hands underneath hand dryer

Fiona at Bladder & Bowel UK shares an insight about the trouble with hand dryers. Electric hand dryers have now become a the most common method of drying our hands when using public toilets, this is mainly due to their excellent reduction in cost to the environment.

Paper towels required the destruction of trees, factory processing, additional packaging, storage and travel miles. Plastic bags to collect, store and remove used ones and staff to dispose of them and refill the dispensers, some could be composted, but most were buried or burned. The financial and environmental cost savings cannot be denied. Also, the newest dryers are becoming more efficient, faster and using even less energy.

The more powerful the fan, the louder it gets

But there are new problems presented by these noisy machines- the more powerful the fan the quicker the drying time, but the louder they become.

Many people, especially young children, particularly those with more sensitivity to sound and those who dislike surprises, are finding hand dryers create anxiety and for many a refusal to use public toilets. As a continence advisor I see this problem frequently and families report their children preferring to try to hold their poo and wee, or even to wet or soil their underwear, rather than using public toilets. Others refuse to go out to places with the feared equipment, using only toilets they know have no dryers, so limiting choices for the rest of the family too.

Having discussed the problem with many families, also with some children who were able to explain or describe their fears. It appears that the issue is less the volume of the noise, more that the child is unable to prepare themselves as they do not know when the noise will start. They do not have the visual clues as they are in a cubicle.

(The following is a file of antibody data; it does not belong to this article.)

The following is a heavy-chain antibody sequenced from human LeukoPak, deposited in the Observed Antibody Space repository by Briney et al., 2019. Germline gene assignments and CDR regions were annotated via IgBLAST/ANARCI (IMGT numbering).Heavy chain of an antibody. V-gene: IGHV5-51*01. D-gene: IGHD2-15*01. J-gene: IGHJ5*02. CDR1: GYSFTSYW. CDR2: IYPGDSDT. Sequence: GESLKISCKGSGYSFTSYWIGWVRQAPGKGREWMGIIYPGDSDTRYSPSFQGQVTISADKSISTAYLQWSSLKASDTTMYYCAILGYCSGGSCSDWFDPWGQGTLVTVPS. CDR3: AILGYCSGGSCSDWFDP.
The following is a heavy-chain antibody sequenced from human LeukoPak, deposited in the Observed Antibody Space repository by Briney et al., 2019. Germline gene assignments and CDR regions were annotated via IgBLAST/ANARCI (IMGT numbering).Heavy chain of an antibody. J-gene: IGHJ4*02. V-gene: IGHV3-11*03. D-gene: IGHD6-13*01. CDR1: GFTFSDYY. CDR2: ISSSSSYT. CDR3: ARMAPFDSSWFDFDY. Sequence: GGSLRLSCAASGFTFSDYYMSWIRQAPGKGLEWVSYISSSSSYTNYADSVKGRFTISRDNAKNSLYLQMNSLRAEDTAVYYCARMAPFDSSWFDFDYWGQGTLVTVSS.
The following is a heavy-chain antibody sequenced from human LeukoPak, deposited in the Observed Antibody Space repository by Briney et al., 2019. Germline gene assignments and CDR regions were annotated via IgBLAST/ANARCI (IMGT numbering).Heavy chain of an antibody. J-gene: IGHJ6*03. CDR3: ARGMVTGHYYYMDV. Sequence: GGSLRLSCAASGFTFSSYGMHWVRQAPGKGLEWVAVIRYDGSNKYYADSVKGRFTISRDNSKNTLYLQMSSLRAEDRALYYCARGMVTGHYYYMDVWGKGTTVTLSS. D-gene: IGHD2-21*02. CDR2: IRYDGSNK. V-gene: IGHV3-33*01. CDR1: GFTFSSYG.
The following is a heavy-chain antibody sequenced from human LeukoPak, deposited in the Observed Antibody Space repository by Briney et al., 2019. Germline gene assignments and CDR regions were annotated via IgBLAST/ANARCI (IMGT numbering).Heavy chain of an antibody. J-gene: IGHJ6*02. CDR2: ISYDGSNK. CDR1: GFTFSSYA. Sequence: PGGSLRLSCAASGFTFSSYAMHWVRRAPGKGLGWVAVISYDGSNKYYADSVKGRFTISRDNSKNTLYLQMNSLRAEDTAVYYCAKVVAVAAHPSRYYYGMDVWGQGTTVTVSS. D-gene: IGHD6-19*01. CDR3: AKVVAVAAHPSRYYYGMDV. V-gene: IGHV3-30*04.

One mother had made a laminated sign saying ‘Out of order’ which she would hang on the machine when they went into the toilet, removing it when they left. Sometimes there were more than one dryer, so she carried three signs, but some motorway services had multiple machines, so her son refused to use the loo without enough signs. Mum said it was amusing to overhear the comments of other customers as they found that all of the hand dryers were broken.

Another mother reported turning off the electricity supply at the wall- if the socket was obvious, also trying to remember to switch it on again when leaving.

Another family were able to add painted eyes and a smiling mouth to the dryer in their child’s school and to give it a name, an attempt to give it ‘pet’ status. Their child became more accepting of it and would talk to it, while it was silent, but still was upset when it made a noise whilst she was in the cubicle.

One child responded well to a project, she would photograph the different sorts of dryers and give them a rating according to their noisiness, appearance and effectiveness, adding further scores for position of the machine and other features. This quickly became a fascination and developed into an obsession.

Other families have reported carrying ear defenders and using ear plugs to reduce the sound, with varying amounts of success- some children refusing to use the toilets if the ear defenders are not in mums’ handbag.

Another mother said she and her son sang loudly whilst he was on the loo to drown out the sound, this was also beneficial in helping him to empty his bladder and bowel more efficiently, but not everyone would have the level of confidence needed and not every child is proud of their parents singing.

As it is the lack of warning that the noise is about to start, that appears to be the biggest problem, I considered placing a sign above the dryers, asking people to call out before starting to use it. But that would only be effective if everyone was able to read the sign and were willing and able to help.

Probably the most successful idea has been, recording the noise and playing it back, more quietly to start with and at random times, while the child is happily playing, increasing the volume as the child gets used to it.

It is probable that different children will respond to different methods, families may need to try a variety of ideas, before finding one that works for the child.

I do wonder if it might be possible for the dryer manufacturers to create a warning noise or note, just before the fans start up, to warn anyone who is upset by these devices.

But the most important thing is to keep trying different options, to keep pushing a little bit more, so that a fear of toilets does not isolate the child and their family, limiting their options and preventing them choosing where they want to go out to.

We want to hear your thoughts on hand dryers

Have you had any success with these techniques or found any other ideas that could be helpful to other families or carers? Please share your comments below.

This post has been written by Fiona Boorman, Children’s Specialist Nurse at Bladder & Bowel UK.



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